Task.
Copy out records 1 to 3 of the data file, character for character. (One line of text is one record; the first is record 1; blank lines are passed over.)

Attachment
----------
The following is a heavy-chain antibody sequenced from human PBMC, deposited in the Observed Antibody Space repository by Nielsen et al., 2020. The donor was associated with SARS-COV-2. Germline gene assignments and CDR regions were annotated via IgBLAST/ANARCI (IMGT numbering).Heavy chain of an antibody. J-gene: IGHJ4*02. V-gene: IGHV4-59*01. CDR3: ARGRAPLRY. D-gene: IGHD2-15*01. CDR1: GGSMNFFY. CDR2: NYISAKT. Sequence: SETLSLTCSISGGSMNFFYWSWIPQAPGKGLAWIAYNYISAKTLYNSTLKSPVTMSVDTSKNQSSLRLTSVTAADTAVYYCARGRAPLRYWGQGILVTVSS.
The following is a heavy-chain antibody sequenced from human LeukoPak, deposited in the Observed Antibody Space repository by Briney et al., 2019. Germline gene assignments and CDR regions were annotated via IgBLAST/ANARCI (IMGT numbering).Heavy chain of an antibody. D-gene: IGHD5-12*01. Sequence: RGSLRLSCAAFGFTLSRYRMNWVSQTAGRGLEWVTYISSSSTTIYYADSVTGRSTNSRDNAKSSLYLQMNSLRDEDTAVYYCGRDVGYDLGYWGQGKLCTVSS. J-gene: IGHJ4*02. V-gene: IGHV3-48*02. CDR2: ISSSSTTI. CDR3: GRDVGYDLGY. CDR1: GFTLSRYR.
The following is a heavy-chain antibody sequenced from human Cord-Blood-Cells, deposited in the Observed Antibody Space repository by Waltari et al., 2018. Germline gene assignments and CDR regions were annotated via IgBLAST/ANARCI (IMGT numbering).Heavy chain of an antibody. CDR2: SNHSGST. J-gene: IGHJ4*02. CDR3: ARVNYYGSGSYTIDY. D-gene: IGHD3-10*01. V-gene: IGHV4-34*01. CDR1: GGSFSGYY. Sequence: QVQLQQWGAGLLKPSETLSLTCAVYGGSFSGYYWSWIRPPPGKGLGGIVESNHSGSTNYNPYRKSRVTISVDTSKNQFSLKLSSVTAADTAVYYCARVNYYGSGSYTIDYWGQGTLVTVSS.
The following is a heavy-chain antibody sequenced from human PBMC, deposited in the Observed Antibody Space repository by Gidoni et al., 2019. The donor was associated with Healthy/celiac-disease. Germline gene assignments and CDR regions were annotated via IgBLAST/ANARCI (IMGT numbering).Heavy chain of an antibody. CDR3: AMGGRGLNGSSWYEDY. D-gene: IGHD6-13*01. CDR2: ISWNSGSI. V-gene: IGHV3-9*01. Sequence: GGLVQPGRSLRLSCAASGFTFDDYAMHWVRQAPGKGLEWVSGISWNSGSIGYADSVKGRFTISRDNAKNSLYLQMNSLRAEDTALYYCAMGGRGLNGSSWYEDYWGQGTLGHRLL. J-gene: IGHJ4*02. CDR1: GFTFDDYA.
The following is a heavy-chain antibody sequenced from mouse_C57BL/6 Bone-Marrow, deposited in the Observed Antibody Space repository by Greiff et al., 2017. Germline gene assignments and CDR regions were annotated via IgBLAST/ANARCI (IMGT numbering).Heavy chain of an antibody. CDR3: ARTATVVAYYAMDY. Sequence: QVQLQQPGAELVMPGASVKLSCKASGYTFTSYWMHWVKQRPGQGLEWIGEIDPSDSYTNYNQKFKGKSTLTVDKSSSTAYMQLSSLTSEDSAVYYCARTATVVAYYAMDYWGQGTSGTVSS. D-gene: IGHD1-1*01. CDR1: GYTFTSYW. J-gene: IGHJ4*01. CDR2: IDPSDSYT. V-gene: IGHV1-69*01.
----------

The following is a heavy-chain antibody sequenced from human PBMC, deposited in the Observed Antibody Space repository by Nielsen et al., 2020. The donor was associated with SARS-COV-2. Germline gene assignments and CDR regions were annotated via IgBLAST/ANARCI (IMGT numbering).Heavy chain of an antibody. J-gene: IGHJ4*02. V-gene: IGHV4-59*01. CDR3: ARGRAPLRY. D-gene: IGHD2-15*01. CDR1: GGSMNFFY. CDR2: NYISAKT. Sequence: SETLSLTCSISGGSMNFFYWSWIPQAPGKGLAWIAYNYISAKTLYNSTLKSPVTMSVDTSKNQSSLRLTSVTAADTAVYYCARGRAPLRYWGQGILVTVSS.
The following is a heavy-chain antibody sequenced from human LeukoPak, deposited in the Observed Antibody Space repository by Briney et al., 2019. Germline gene assignments and CDR regions were annotated via IgBLAST/ANARCI (IMGT numbering).Heavy chain of an antibody. D-gene: IGHD5-12*01. Sequence: RGSLRLSCAAFGFTLSRYRMNWVSQTAGRGLEWVTYISSSSTTIYYADSVTGRSTNSRDNAKSSLYLQMNSLRDEDTAVYYCGRDVGYDLGYWGQGKLCTVSS. J-gene: IGHJ4*02. V-gene: IGHV3-48*02. CDR2: ISSSSTTI. CDR3: GRDVGYDLGY. CDR1: GFTLSRYR.
The following is a heavy-chain antibody sequenced from human Cord-Blood-Cells, deposited in the Observed Antibody Space repository by Waltari et al., 2018. Germline gene assignments and CDR regions were annotated via IgBLAST/ANARCI (IMGT numbering).Heavy chain of an antibody. CDR2: SNHSGST. J-gene: IGHJ4*02. CDR3: ARVNYYGSGSYTIDY. D-gene: IGHD3-10*01. V-gene: IGHV4-34*01. CDR1: GGSFSGYY. Sequence: QVQLQQWGAGLLKPSETLSLTCAVYGGSFSGYYWSWIRPPPGKGLGGIVESNHSGSTNYNPYRKSRVTISVDTSKNQFSLKLSSVTAADTAVYYCARVNYYGSGSYTIDYWGQGTLVTVSS.